Thursday, July 17, 2014
When we first chatted about this blog, Yvonne mentioned that many authors did “a day in the life of” posts. I considered that for about a nanosecond before I realized that you’d be yawning from the first word to the last. Unless you count the time I spend staring out the window at the cottontails and jackrabbits who think my backyard is their playground, my normal days are boring. But not every aspect of writing is boring. A good example is the day I decided to catch the brass ring.
I lived in New Jersey at the time and still had a day job, but we had summer hours, meaning that the office closed at noon on Fridays. At one minute after noon, my husband and I were in the car, headed for Pen Argyl, Pennsylvania. Nestled in the Lehigh Mountains of eastern Pennsylvania, one of Pen Argyl’s claims to fame is its historic carousel. We’d visited a number of antique carousels ever since I caught an incurable case of carousel fever in 2000, but this was the first one we’d found that had a ring machine.
Are you familiar with the phrase “go for the brass ring”? It has its origins on a carousel. The original carousels were designed to train knights, and as part of that training, those knights tried to throw their spears through a brass ring. Later, when carousels became amusement park rides, the brass rings had a different function. A machine would dispense rings as riders passed by. Most were tin and worthless, but a few were brass. Since anyone who caught a brass ring was given a free ride, you can bet that every rider on the outside row was leaning to the right, reaching for that brass ring.
Sadly, although many of the original carousels had ring machines, safety considerations led to their demise. But the carousel at Pen Argyl still had one, and I – determined to learn everything I could about carousels – had to see it.
Everything was on schedule until we stopped at a red light in western New Jersey. Bam! Bam again! The car shook as a Peterbilt rammed right into us, crumpling the trunk and causing more damage than I want to think about. Fortunately, other than mild whiplash, we were both fine, and the car was still operational. An hour later, when the police had filled out the last of their forms, we looked at each other. Should we continue to Pen Argyl or go home? Pen Argyl won.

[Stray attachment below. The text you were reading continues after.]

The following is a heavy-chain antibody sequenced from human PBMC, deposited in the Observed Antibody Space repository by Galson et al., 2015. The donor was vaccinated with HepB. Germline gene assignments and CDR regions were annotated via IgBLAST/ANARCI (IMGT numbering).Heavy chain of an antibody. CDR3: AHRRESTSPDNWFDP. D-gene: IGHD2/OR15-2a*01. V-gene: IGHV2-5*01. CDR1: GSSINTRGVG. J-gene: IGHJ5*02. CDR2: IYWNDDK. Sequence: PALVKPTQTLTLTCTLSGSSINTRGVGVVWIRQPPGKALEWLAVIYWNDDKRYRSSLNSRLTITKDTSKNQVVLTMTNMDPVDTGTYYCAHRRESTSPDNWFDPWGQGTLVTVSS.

When we arrived at the park, the carousel pavilion was closed, but a friendly employee opened it for us and let us wander around, taking pictures to our hearts’ delight. The carousel itself is magnificent, featuring the realistic animals known as the Philadelphia style. As for the ring machine, I have to admit to being a bit disappointed in it. As you can see from the picture, it’s utilitarian rather than elegant, but it did its job, and I doubt anyone who caught a brass ring cared that it was coming from an ordinary yellow arm.
I may not have caught a brass ring that day, but it was an adventure I’ll never forget. What about you? I hope you’ve never had a close encounter with a Peterbilt, but I’m sure there have been times when your plans didn’t go exactly the way you’d expected yet still turned out to be enjoyable. Will you share them with us?
A former director of Information Technology, Amanda has written everything from technical books and articles for IT professionals to mysteries for teenagers and romances for all ages. She’s delighted to now be a fulltime writer of Christian romances. Her Texas Dreams trilogy received critical acclaim; Christmas Roses was a CBA bestseller; and a number of her books have been finalists for national awards, including ACFW’s Carol award.
Be sure to stop by tomorrow, when you can enter to win a free copy of Sincerely Yours, a collection of romance novellas by Jane Kirkpatrick, Amanda Cabot, Laurie Alice Eakes, and Ann Shorey.